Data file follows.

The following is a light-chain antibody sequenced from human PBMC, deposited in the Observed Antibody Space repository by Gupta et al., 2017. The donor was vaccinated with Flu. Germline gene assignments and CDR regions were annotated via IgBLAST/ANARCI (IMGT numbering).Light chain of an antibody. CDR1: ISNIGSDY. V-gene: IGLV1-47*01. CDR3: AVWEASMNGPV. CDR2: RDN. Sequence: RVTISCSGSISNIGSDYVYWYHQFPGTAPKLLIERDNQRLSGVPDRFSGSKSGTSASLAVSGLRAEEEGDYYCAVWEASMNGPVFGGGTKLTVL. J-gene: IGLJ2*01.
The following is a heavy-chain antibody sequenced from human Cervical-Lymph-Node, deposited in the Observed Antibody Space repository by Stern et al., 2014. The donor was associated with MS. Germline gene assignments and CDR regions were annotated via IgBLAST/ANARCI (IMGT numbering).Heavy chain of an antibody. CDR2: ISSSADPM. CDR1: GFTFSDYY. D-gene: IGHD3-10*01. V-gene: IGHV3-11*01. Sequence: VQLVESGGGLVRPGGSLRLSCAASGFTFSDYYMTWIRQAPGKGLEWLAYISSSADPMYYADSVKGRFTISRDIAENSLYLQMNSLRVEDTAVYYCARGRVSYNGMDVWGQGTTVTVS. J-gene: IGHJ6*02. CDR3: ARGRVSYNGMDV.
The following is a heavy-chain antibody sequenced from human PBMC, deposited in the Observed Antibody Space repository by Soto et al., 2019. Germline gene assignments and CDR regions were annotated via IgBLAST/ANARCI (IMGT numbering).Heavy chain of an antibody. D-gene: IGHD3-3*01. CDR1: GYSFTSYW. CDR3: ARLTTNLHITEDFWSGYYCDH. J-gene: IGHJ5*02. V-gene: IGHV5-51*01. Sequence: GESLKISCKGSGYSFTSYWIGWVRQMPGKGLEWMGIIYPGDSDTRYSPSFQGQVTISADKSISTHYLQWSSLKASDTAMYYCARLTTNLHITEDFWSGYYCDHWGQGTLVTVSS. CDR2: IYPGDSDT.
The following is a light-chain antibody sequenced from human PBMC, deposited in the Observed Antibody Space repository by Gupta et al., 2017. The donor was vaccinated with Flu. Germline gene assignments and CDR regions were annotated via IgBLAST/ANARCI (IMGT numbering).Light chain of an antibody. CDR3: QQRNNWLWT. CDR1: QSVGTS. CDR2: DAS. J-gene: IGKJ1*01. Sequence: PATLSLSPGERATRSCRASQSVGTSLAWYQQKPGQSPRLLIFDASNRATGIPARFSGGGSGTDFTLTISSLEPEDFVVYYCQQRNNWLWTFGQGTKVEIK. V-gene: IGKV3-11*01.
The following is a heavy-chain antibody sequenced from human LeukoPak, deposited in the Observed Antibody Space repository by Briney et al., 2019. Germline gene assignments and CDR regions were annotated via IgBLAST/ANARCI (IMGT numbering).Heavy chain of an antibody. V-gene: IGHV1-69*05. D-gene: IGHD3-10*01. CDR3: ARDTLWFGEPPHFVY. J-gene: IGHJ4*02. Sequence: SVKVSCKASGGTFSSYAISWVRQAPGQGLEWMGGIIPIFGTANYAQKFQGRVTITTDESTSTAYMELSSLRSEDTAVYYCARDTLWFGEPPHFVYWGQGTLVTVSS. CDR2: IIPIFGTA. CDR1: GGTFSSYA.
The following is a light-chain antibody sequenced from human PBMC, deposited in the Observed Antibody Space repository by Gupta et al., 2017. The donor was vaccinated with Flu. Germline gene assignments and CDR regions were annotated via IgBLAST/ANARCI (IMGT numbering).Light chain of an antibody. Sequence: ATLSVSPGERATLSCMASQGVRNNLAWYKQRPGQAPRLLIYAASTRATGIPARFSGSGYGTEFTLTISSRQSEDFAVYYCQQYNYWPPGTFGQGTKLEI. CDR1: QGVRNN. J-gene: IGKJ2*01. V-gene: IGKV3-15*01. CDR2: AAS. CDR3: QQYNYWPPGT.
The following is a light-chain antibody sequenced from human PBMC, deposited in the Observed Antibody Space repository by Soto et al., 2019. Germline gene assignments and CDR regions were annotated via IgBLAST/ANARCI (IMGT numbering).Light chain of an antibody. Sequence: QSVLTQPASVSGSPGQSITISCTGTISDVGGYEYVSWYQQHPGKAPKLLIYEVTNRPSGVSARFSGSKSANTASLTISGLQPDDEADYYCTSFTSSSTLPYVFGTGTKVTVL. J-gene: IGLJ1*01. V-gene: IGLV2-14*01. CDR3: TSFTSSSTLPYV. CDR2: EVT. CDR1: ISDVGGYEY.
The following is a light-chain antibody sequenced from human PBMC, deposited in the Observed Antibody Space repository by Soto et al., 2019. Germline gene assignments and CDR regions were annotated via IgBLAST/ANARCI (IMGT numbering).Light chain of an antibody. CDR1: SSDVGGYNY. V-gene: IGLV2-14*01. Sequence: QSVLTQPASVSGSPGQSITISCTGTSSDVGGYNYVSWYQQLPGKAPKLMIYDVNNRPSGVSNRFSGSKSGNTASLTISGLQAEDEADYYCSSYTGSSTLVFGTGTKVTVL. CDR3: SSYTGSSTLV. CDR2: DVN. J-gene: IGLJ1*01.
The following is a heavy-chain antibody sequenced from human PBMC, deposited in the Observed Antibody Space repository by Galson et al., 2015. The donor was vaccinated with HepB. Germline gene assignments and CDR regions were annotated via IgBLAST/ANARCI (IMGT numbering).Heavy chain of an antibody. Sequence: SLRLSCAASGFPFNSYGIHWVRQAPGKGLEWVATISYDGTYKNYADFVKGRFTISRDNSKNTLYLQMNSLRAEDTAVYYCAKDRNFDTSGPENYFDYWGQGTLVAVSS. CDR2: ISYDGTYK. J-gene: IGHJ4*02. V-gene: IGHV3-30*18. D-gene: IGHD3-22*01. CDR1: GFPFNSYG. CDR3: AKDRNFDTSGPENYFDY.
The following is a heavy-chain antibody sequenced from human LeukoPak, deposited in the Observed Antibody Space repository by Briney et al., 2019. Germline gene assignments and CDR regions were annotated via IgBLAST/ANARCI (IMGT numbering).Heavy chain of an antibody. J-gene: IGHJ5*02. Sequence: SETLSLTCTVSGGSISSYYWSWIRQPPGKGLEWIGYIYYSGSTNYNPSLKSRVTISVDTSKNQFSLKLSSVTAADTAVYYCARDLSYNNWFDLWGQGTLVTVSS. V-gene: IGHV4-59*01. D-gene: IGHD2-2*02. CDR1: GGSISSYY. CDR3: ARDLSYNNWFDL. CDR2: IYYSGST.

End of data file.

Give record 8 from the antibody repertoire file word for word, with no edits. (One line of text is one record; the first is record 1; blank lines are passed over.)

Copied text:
The following is a light-chain antibody sequenced from human PBMC, deposited in the Observed Antibody Space repository by Soto et al., 2019. Germline gene assignments and CDR regions were annotated via IgBLAST/ANARCI (IMGT numbering).Light chain of an antibody. CDR1: SSDVGGYNY. V-gene: IGLV2-14*01. Sequence: QSVLTQPASVSGSPGQSITISCTGTSSDVGGYNYVSWYQQLPGKAPKLMIYDVNNRPSGVSNRFSGSKSGNTASLTISGLQAEDEADYYCSSYTGSSTLVFGTGTKVTVL. CDR3: SSYTGSSTLV. CDR2: DVN. J-gene: IGLJ1*01.